At NPR's On the Media, a Focus on Framing Science
Matthew C. Nisbet, Ph.D. is Associate Professor of Communication Studies, Public Policy, and Urban Affairs at Northeastern University. Nisbet studies the role of communication and advocacy in policymaking and public affairs, focusing on debates over over climate change, energy, and sustainability. Among awards and recognition, Nisbet has been a Visiting Shorenstein Fellow on Press, Politics, and Public Policy at Harvard University's Kennedy School of Government, a Health Policy Investigator at the Robert Wood Johnson Foundation, and a Google Science Communication Fellow. In 2011, the editors at the journal Nature recommended Nisbet's research as “essential reading for anyone with a passing interest in the climate change debate,” and the New Republic highlighted his work as a “fascinating dissection of the shortcomings of climate activism."
It's definitely been a busy week trying to keep up with a seismic blog debate. I've tried to weigh in where I can and so has Chris Mooney. However, in regards to our Science Policy Forum article, I think that this NPR On the Media segment pushes along the discussion . The show airs over the weekend at 200 NPR affiliates, but you can listen right now by pressing play below. Chris has this to add, posted from an airport in Australia.
We will have more later this weekend. Stay with us.
PS: Some bloggers think that we are asking scientists to spin their results. In our article, we clearly don't say that. You can read the full text linked at left. I am similarly explicit about this in the NPR interview.
-->Bora "Coturnix" Zivkovic joins us in addressing this false perception very clearly and effectively in this must-read post on "framing and truth."
PS II: In the interview, I also describe how attacks on religion feed into the "conflict" norm so preferred by the news media, resulting in overly-simplified media images like this Time magazine cover from last fall. These media images provide a very convenient short cut for an important swing public of moderately religious Americans, a frame device that instantly communicates that science might be a threat to their way of life.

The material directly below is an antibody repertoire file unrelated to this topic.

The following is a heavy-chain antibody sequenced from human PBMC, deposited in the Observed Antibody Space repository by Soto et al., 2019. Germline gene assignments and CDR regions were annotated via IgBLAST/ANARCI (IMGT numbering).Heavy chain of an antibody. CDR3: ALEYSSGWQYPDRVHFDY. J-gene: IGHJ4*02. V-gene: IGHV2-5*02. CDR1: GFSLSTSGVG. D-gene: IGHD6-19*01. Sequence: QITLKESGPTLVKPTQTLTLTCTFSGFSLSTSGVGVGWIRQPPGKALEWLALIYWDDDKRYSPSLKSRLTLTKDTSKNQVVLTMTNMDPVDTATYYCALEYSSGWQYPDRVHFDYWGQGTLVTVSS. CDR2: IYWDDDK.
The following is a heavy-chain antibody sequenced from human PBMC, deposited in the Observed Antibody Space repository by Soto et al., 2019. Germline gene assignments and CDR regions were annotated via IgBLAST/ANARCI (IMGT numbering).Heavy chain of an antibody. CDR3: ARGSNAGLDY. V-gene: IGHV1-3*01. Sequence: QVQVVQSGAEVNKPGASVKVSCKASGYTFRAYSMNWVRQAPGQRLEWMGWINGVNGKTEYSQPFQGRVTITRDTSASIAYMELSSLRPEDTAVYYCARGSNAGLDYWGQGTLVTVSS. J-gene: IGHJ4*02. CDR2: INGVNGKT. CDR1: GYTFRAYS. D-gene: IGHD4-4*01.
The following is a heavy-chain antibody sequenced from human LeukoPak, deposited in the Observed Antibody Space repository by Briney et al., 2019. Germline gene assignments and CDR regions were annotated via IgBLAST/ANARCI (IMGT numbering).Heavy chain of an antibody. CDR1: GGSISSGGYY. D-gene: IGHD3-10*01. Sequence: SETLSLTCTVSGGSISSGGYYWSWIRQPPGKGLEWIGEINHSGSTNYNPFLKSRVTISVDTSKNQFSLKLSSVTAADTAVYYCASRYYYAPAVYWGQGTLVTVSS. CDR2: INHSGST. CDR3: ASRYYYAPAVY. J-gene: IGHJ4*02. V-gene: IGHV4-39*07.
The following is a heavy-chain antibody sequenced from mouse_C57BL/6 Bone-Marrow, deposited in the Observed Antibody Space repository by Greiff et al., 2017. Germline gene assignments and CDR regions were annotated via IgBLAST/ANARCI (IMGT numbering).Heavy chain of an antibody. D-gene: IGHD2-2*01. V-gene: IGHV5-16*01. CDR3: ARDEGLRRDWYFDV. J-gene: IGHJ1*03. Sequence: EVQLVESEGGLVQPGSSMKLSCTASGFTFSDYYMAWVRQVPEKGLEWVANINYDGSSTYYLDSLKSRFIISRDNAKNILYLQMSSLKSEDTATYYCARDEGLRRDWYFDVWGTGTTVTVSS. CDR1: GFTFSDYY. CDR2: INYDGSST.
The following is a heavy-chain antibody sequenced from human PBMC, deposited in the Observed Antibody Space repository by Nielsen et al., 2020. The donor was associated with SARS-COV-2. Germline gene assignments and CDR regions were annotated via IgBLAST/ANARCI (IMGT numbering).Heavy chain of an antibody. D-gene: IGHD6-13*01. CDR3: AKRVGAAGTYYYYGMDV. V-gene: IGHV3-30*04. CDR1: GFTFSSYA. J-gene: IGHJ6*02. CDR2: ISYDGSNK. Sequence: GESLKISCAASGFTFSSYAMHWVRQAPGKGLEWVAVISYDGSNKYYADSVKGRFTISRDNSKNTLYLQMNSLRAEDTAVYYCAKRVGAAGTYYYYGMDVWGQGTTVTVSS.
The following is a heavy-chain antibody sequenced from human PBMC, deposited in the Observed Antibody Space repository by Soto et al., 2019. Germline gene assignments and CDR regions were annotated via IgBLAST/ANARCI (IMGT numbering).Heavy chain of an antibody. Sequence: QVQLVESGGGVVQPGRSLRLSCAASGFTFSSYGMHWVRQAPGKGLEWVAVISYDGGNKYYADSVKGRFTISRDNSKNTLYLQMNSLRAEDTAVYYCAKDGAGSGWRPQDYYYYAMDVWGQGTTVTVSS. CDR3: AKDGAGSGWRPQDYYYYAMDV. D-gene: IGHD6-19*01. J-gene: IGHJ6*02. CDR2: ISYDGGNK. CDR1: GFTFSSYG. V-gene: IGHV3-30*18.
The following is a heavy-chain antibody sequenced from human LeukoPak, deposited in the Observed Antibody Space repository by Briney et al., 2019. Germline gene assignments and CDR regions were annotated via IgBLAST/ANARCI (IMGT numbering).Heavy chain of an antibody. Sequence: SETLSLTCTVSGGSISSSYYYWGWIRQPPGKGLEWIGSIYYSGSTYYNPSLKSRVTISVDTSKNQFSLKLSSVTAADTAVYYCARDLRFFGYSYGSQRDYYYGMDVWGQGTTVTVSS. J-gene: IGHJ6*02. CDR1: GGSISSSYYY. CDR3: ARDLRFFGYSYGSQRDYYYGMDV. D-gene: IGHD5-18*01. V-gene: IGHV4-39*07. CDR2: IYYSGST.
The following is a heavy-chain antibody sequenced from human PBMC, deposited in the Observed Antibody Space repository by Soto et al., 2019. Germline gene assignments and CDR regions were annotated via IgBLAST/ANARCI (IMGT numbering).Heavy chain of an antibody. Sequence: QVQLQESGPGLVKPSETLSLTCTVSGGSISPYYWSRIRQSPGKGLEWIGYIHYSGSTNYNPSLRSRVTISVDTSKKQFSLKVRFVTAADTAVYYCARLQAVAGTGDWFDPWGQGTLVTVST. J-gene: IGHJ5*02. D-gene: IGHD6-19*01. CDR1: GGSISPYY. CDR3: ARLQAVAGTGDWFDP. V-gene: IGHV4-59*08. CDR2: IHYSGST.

In a breakthrough for nuclear fusion research, scientists at China's Experimental Advanced Superconducting Tokamak (EAST) reactor have produced temperatures necessary for nuclear fusion on Earth.
- The EAST reactor was able to heat hydrogen to temperatures exceeding 100 million degrees Celsius.
- Nuclear fusion could someday provide the planet with a virtually limitless supply of clean energy.
- Still, scientists have many other obstacles to pass before fusion technology becomes a viable energy source.
Military recruits are supposed to be assessed to see whether they're fit for service. What happens when they're not?
- During the Vietnam War, Robert McNamara began a program called Project 100,000.
- The program brought over 300,000 men to Vietnam who failed to meet minimum criteria for military service, both physically and mentally.
- Project 100,000 recruits were killed in disproportionate numbers and fared worse after their military service than their civilian peers, making the program one of the biggest—and possibly cruelest—mistakes of the Vietnam War.
The 116th Congress is set to break records in term of diversity among its lawmakers, though those changes are coming almost entirely from Democrats.
- Women and nonwhite candidates made record gains in the 2018 midterms.
- In total, almost half of the newly elected Congressional representatives are not white men.
- Those changes come almost entirely from Democrats; Republican members-elect are all white men except for one woman.
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